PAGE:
Johnson Promotes Opportunities at Campbell Brownfield Site
CAMPBELL, Ohio – U.S. Rep. Bill Johnson pledged to work to secure federal funds to help bring industrial property in Campbell back into productive use during a visit Tuesday to the former LTV Steel property.
Johnson, of Marietta, R-6th, joined city officials during a press availability on Industrial Road to discuss efforts to bring congressionally directed community investment program funds to help with those efforts. In April, the congressman submitted a funding request for $800,000 to assist with remediation and redevelopment of 46 acres of brownfields there.
“We’ve got these kinds of situations all over the country where they need to be cleaned up,” Johnson said. The request is “in the hands of the appropriators in Washington, D.C.,” he said.
Campbell controls 10 acres on the south side of Industrial Road, and Sherman International in Pittsburgh owns 37 acres on the north side of the road, Mayor Bryan Tedesco said. Two companies – one in information technology, which would potentially employ 60 workers, and another in manufacturing – are looking at splitting the city-owned property, he said.
Based on previous studies of the area, most of the current contamination is oil-based contaminants from oil lagoons or the equipment that operated at LTV Steel, Chris Tolnar, project manager for GPD Group in Youngstown, said. Those contaminants can be addressed either by capping them or digging them out and hauling them away.
“There’s a couple hot spots,” he said.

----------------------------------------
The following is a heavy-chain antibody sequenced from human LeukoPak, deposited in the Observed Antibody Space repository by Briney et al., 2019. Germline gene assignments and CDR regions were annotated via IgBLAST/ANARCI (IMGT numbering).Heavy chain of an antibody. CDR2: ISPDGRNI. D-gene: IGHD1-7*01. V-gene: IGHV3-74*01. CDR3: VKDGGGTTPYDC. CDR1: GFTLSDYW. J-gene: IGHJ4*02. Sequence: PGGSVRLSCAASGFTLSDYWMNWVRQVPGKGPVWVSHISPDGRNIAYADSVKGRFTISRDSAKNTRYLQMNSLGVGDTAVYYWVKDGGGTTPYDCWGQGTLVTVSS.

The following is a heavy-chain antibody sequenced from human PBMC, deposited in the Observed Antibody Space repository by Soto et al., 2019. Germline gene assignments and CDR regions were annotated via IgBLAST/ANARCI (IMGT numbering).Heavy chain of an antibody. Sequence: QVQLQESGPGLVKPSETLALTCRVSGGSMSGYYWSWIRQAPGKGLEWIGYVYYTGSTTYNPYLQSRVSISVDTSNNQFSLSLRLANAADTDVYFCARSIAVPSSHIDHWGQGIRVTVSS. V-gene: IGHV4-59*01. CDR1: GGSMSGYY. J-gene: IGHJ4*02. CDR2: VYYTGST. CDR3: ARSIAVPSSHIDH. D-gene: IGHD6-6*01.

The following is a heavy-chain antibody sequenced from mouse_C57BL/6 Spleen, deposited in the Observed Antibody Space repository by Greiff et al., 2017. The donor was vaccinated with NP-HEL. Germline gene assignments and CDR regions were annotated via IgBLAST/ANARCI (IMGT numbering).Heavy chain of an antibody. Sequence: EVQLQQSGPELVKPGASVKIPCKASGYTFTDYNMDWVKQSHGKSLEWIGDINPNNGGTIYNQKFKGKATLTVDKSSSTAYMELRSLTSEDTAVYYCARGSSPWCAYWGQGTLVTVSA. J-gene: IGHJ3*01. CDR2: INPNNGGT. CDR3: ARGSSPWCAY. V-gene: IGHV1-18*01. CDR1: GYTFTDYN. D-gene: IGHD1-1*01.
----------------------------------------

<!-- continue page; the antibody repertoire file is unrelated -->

Johnson’s request for the cleanup funds will be competing with projects from across the country, he acknowledged, but he said he was “hopeful” about the funding.
Funding needs are among the biggest challenges facing Campbell, but there isn’t much that can’t be solved by bringing business into the city and increasing its tax base, Johnson said.
“If we can be of any help in doing that, that’s what we want to do,” he said.
Tolnar, who also acts as Campbell’s city manager, pointed out that unlike other local communities where rail line runs directly alongside the Mahoning River, in Campbell it runs outside, so property in the city has direct access to the river.
While industrial business could be developed on the land further away from the Mahoning River, Tedesco said he would like to see shops and other small businesses along the riverfront.
“A container park would be great down there,” he remarked.
Johnson called the river a “great resource” to develop wellness, recreational and business opportunities.
“You’ve seen cities all over the country revitalize by doing that kind of thing,” he said. “It’s a very underutilized resource, and we’d like to see that turn around.”
Pictured at top: From left, U.S. Rep. Bill Johnson; Chris Tolnar, project manager for GPD Group; and Campbell Mayor Bryan Tedesco.
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